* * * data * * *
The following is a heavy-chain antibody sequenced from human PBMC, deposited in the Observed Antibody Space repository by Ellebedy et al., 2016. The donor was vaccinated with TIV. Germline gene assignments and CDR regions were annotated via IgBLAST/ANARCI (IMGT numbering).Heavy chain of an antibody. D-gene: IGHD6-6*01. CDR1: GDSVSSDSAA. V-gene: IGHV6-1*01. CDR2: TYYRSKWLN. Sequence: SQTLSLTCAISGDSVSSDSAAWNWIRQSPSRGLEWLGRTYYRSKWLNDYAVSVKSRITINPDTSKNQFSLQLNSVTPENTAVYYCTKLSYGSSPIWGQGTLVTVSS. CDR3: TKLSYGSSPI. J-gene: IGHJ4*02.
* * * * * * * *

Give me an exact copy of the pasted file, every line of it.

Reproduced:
The following is a heavy-chain antibody sequenced from human PBMC, deposited in the Observed Antibody Space repository by Ellebedy et al., 2016. The donor was vaccinated with TIV. Germline gene assignments and CDR regions were annotated via IgBLAST/ANARCI (IMGT numbering).Heavy chain of an antibody. D-gene: IGHD6-6*01. CDR1: GDSVSSDSAA. V-gene: IGHV6-1*01. CDR2: TYYRSKWLN. Sequence: SQTLSLTCAISGDSVSSDSAAWNWIRQSPSRGLEWLGRTYYRSKWLNDYAVSVKSRITINPDTSKNQFSLQLNSVTPENTAVYYCTKLSYGSSPIWGQGTLVTVSS. CDR3: TKLSYGSSPI. J-gene: IGHJ4*02.